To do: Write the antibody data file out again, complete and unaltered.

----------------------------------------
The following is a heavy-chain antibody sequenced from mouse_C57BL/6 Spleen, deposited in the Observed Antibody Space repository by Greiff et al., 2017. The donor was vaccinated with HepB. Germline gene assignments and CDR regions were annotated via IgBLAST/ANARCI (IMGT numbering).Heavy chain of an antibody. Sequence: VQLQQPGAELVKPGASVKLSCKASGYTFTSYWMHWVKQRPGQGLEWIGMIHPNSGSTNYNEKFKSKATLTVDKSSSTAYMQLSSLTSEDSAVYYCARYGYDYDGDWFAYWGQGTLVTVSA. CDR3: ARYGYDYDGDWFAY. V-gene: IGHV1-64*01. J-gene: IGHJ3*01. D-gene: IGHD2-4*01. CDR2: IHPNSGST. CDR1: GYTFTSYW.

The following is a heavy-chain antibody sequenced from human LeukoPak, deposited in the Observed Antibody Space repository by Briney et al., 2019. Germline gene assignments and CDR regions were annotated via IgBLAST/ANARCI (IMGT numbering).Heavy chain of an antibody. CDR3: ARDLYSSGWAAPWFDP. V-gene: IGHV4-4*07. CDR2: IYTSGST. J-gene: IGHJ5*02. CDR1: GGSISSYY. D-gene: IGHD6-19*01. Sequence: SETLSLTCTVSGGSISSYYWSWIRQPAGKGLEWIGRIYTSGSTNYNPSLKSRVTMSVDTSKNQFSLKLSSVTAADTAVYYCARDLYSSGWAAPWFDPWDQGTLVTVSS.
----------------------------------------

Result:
The following is a heavy-chain antibody sequenced from mouse_C57BL/6 Spleen, deposited in the Observed Antibody Space repository by Greiff et al., 2017. The donor was vaccinated with HepB. Germline gene assignments and CDR regions were annotated via IgBLAST/ANARCI (IMGT numbering).Heavy chain of an antibody. Sequence: VQLQQPGAELVKPGASVKLSCKASGYTFTSYWMHWVKQRPGQGLEWIGMIHPNSGSTNYNEKFKSKATLTVDKSSSTAYMQLSSLTSEDSAVYYCARYGYDYDGDWFAYWGQGTLVTVSA. CDR3: ARYGYDYDGDWFAY. V-gene: IGHV1-64*01. J-gene: IGHJ3*01. D-gene: IGHD2-4*01. CDR2: IHPNSGST. CDR1: GYTFTSYW.

The following is a heavy-chain antibody sequenced from human LeukoPak, deposited in the Observed Antibody Space repository by Briney et al., 2019. Germline gene assignments and CDR regions were annotated via IgBLAST/ANARCI (IMGT numbering).Heavy chain of an antibody. CDR3: ARDLYSSGWAAPWFDP. V-gene: IGHV4-4*07. CDR2: IYTSGST. J-gene: IGHJ5*02. CDR1: GGSISSYY. D-gene: IGHD6-19*01. Sequence: SETLSLTCTVSGGSISSYYWSWIRQPAGKGLEWIGRIYTSGSTNYNPSLKSRVTMSVDTSKNQFSLKLSSVTAADTAVYYCARDLYSSGWAAPWFDPWDQGTLVTVSS.